Estimation of transcript isoform abundances

In our variational Bayesian inference approach, latent variables (true alignments of reads) as well as model parameters (transcript isoform abundances) are estimated as the posterior distribution. We use the Dirichlet distribution for the prior distribution θ ~ D ( α 0 , , α 0 )

with a single hyperparameter α 0 > 0 . For α 0 < 1 , the prior favors solutions in which some of isoforms have zero abundance. Hence, α 0 controls the complexity of model parameters (the number of possible transcript isoforms). A hyperparameter α 0 is selected as a maximizer of the lower bound of the marginal log likelihood of the observed data. Here, we consider α 0 = 0.001, 0.01, 0.1, or 1.0. Each iteration step of the variational approximation updates posterior distribution until a convergence criterion is satisfied. In the VBE step, the expected number of reads that are mapped to the transcript isoform t is obtained by r t ^ = Σ n E Z [ Z n t = 1 ] . In the VBM step, the expected abundance of transcript isoform t is obtained by E θ [ θ ^ t ] = α ^ t / ( Σ t , α t ^ ) , where α t ^ = α 0 + r t ^ . Details of these update equations and calculation of the lower bound of the marginal likelihood are described in [5]. Recently, it has been shown that the variational inference described here is accurate in estimating the mean of posterior transcript expression, but not the variance [15].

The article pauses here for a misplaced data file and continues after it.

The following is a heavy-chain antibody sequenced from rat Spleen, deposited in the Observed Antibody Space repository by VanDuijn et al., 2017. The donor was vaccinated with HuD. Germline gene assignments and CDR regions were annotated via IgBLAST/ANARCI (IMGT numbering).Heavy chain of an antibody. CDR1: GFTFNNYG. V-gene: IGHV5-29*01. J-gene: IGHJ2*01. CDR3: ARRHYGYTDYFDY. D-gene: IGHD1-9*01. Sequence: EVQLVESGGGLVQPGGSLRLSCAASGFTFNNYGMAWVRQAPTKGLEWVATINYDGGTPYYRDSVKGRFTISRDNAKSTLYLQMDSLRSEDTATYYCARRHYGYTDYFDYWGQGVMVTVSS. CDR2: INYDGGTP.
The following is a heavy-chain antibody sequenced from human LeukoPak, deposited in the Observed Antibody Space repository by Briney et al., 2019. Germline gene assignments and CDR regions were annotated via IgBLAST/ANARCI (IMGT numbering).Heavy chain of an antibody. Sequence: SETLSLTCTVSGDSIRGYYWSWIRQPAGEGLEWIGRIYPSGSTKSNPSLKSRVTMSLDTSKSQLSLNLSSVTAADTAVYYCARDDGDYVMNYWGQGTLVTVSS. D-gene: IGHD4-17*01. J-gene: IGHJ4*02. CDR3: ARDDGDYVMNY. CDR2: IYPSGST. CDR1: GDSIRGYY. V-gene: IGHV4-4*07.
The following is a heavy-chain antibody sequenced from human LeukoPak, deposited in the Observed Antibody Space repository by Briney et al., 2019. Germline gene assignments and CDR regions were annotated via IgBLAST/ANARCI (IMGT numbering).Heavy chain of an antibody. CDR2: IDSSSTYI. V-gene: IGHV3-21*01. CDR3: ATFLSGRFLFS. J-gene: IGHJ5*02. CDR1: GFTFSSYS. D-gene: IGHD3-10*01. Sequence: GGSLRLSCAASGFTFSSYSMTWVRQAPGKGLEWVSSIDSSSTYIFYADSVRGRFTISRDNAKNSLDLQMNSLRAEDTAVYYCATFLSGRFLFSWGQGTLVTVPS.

The bottleneck of the computational cost of the inference algorithm is the calculation of E z [ Z n t = 1 ] for all the possible alignments in the VBE step, which takes O(M) time if the total number of possible alignments is M. This time complexity is upper bounded by O(NT), where N is the number of reads and T is the number of cDNA reference sequences. Suppose some E θ [ θ ^ t ] are already converged (unchanged from the previous iteration step) at the current step. We store the information in a Boolean variable theta_converged [t], which takes true if E θ [ θ ^ t ] is converged, and false otherwise for each isoform t. Let τ n be a set of isoforms to which read n is aligned. In the next VBE step, for each read n, E z [ Z n t = 1 ] will not change if theata_converged [t] is true for all t τ n . To represent this information, we introduce a Boolean variable r e a d _ m o v a b l e [ n ] , which takes false if E z [ Z n t = 1 ] will not change in the next VBE step, and true otherwise. The following algorithm computes r e a d _ m o v a b l e [ n ] at the start of each iteration: